The Diplomat's Son
. . . how did he get here?
There was a day they all rode in the desert, his mother, his father, and his sisters. Sometimes now, when he has had too much to drink, he recalls the day, and he lies on the floor and squeezes his hands closed and pulls up his knees and he’s there, in the desert on a small white Andalusian his mother gave him on his 12th birthday . . . “Fernand, the pony made a very long journey on a boat for you, aren’t you thankful?”
“yes, Mother, he is a lovely pony . . .” He didn’t want his mother to know how much he already loved the pony, she had far more power over him than he liked, his father had told him, “Fernand, you must please your mother, but don’t indulge her or you will never be a man.” And so he attempted to be indifferent to the pony, but he was so infatuated with the little horse, and the idea that he had made a sea crossing that he could hardly conceal it from his mother, “And what would you like to call him Fernand? He is waiting for a name?” Fernand touched the pony’s muzzle and his breath was sweet like figs, “Fig . . . I would like to name him Fig mother.”
“Fig it is then Fernand.”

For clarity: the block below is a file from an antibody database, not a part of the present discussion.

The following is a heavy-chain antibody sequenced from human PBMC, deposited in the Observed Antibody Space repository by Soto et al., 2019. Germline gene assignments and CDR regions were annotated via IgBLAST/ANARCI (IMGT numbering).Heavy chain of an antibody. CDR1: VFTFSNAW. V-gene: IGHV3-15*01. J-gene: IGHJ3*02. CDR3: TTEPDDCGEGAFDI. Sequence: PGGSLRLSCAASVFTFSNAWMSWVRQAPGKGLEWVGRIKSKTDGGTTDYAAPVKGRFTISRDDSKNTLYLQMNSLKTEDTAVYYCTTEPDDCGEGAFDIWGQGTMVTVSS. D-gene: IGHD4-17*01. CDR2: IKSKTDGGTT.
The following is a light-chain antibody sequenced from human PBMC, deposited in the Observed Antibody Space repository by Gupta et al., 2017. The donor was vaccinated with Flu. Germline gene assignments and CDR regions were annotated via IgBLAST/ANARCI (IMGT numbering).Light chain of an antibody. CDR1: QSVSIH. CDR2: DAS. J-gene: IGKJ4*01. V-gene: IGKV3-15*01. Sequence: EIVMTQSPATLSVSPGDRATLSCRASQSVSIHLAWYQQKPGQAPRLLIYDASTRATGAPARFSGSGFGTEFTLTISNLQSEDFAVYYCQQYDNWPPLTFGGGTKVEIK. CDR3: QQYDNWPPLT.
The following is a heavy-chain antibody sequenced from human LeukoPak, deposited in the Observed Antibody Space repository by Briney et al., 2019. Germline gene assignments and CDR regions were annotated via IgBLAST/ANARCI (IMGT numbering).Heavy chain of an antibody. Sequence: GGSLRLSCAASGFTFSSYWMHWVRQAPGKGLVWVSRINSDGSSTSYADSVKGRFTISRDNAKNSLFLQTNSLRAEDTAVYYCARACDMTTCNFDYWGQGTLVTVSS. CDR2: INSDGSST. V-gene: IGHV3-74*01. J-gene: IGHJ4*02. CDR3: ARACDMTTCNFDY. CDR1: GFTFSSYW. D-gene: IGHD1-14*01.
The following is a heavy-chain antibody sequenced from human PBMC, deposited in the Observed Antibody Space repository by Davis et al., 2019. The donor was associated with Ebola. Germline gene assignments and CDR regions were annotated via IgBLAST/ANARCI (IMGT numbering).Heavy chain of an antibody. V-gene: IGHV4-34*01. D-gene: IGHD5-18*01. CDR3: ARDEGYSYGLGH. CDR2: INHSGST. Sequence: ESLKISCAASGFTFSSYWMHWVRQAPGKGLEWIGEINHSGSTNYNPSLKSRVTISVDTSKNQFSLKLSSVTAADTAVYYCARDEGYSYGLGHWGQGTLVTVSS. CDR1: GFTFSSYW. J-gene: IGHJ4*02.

and so a few days later, there he was riding his pony Fig, and his sisters were on their little Berber horses that had been gifts from an ambassador. His mother rode her arab Paris in western tack she collected on a trip to America . . . the little black Arab was overwhelmed by his silver and carved leather from Texas, but he was an obliging little horse, willing to wear ill-fitting saddles from India, Mongolian bridles , and Argentinian rawhide, all for the Diplomat’s wife, who had a strange affliction when it came to saddlery. Fernand’s father sat quietly on his old akhal teke -- a horse found by a camel trader in the desert, he brought the horse into the city, and because of his extraordinary color, he decided he was divine and must be presented to the Diplomat as a gift. Fernand’s father called the horse Wanderer, he took the trader’s word for it, and declared the horse divine . . .